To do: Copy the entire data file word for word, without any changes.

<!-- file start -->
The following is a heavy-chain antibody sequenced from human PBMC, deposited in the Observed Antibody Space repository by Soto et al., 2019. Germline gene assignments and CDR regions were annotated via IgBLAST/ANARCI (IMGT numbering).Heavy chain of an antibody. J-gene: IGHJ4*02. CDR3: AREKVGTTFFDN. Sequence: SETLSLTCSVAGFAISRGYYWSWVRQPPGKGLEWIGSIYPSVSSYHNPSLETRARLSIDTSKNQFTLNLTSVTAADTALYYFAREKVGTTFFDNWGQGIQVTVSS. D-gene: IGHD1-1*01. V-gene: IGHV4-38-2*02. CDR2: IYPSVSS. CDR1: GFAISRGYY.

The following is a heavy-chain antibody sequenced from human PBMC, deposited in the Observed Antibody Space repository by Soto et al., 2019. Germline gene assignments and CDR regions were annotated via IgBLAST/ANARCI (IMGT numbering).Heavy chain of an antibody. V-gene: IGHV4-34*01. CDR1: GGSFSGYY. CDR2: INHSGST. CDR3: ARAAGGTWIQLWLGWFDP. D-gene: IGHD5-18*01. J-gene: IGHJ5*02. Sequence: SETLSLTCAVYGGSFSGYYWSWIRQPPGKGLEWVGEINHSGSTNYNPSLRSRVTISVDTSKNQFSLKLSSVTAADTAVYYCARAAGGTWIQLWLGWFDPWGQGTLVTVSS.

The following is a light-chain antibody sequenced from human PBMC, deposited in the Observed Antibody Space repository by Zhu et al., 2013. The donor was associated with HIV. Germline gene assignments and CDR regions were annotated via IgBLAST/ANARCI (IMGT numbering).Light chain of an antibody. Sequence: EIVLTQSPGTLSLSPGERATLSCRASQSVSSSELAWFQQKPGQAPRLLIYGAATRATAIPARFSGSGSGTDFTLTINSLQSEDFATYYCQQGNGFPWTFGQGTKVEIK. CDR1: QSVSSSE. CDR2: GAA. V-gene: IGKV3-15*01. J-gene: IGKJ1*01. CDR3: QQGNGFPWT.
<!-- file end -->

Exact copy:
The following is a heavy-chain antibody sequenced from human PBMC, deposited in the Observed Antibody Space repository by Soto et al., 2019. Germline gene assignments and CDR regions were annotated via IgBLAST/ANARCI (IMGT numbering).Heavy chain of an antibody. J-gene: IGHJ4*02. CDR3: AREKVGTTFFDN. Sequence: SETLSLTCSVAGFAISRGYYWSWVRQPPGKGLEWIGSIYPSVSSYHNPSLETRARLSIDTSKNQFTLNLTSVTAADTALYYFAREKVGTTFFDNWGQGIQVTVSS. D-gene: IGHD1-1*01. V-gene: IGHV4-38-2*02. CDR2: IYPSVSS. CDR1: GFAISRGYY.

The following is a heavy-chain antibody sequenced from human PBMC, deposited in the Observed Antibody Space repository by Soto et al., 2019. Germline gene assignments and CDR regions were annotated via IgBLAST/ANARCI (IMGT numbering).Heavy chain of an antibody. V-gene: IGHV4-34*01. CDR1: GGSFSGYY. CDR2: INHSGST. CDR3: ARAAGGTWIQLWLGWFDP. D-gene: IGHD5-18*01. J-gene: IGHJ5*02. Sequence: SETLSLTCAVYGGSFSGYYWSWIRQPPGKGLEWVGEINHSGSTNYNPSLRSRVTISVDTSKNQFSLKLSSVTAADTAVYYCARAAGGTWIQLWLGWFDPWGQGTLVTVSS.

The following is a light-chain antibody sequenced from human PBMC, deposited in the Observed Antibody Space repository by Zhu et al., 2013. The donor was associated with HIV. Germline gene assignments and CDR regions were annotated via IgBLAST/ANARCI (IMGT numbering).Light chain of an antibody. Sequence: EIVLTQSPGTLSLSPGERATLSCRASQSVSSSELAWFQQKPGQAPRLLIYGAATRATAIPARFSGSGSGTDFTLTINSLQSEDFATYYCQQGNGFPWTFGQGTKVEIK. CDR1: QSVSSSE. CDR2: GAA. V-gene: IGKV3-15*01. J-gene: IGKJ1*01. CDR3: QQGNGFPWT.